Install a YouTube Ad Blocker

Without an ad-blocker you cannot guarantee that students will not be exposed to inappropriate advertisements. I have seen many inappropriate ads pop up while watching YouTube videos with my own children and these are videos which are marketed towards children. I recommend using a Chrome extension called ‘Ad Blocker for YouTube’. This ad blocker removes all the advertising at the start of the video and it removes the popup advertisements that occur within the video.


Consider using View Pure

View Pure is a web-based program that can filter out all the advertisements of any YouTube video. All you need to do is to copy the website address of the YouTube video from the address bar and paste it into the box titled ‘Enter YouTube URL’. View Pure will do the rest and display the video without the advertising.

Always press pause before the end of any video

Now there is a flaw with both Ad Blocker for YouTube and View Pure. Both programs will still display the recommended videos at the end of the video if you cancel auto-play. This can be a problem because certain videos (like a viral video) will produce different recommended videos that may be irrelevant or inappropriate. The recommended videos that appear before auto-play is cancelled are usually ok; however, you need to be aware of when they pop up.  To avoid these scenarios, always press pause a few seconds before the video ends.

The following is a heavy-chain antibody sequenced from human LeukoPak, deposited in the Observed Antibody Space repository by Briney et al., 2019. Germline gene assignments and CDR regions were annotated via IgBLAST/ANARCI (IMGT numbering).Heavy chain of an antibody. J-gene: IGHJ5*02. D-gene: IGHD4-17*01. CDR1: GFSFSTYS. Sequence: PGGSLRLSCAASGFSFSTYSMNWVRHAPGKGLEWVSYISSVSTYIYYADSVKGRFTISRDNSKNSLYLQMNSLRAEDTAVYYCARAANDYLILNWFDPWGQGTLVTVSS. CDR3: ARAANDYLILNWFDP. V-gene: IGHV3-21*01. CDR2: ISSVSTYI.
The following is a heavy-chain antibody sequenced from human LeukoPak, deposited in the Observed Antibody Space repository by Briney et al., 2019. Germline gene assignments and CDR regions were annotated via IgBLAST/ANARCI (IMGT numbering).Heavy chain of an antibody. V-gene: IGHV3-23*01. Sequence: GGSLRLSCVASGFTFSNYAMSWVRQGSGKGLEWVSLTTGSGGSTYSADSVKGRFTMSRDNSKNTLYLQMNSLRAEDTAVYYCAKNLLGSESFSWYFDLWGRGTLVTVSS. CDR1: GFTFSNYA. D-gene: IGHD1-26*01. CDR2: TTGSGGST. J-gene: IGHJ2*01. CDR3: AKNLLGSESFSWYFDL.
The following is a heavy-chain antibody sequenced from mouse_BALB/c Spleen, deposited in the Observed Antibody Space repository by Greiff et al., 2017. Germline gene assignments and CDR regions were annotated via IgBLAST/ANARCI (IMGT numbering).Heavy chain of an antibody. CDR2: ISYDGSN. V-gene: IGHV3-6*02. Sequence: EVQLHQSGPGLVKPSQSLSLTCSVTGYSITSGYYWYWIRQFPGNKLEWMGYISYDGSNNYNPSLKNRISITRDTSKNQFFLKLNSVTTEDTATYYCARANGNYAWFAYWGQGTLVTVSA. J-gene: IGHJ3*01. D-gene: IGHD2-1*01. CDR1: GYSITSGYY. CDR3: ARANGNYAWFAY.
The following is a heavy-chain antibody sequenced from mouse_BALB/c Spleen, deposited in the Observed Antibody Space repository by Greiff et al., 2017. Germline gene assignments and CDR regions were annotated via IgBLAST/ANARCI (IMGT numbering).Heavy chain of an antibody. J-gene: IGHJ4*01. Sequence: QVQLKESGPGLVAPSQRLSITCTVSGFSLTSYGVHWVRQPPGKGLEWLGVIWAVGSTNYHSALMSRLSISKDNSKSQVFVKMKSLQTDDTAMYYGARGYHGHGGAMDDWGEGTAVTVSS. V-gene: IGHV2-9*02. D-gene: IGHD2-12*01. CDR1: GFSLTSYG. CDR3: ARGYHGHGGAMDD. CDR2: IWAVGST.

Procedure for using YouTube safely in your classroom

1.       Check to see which students do not have parental consent for using the internet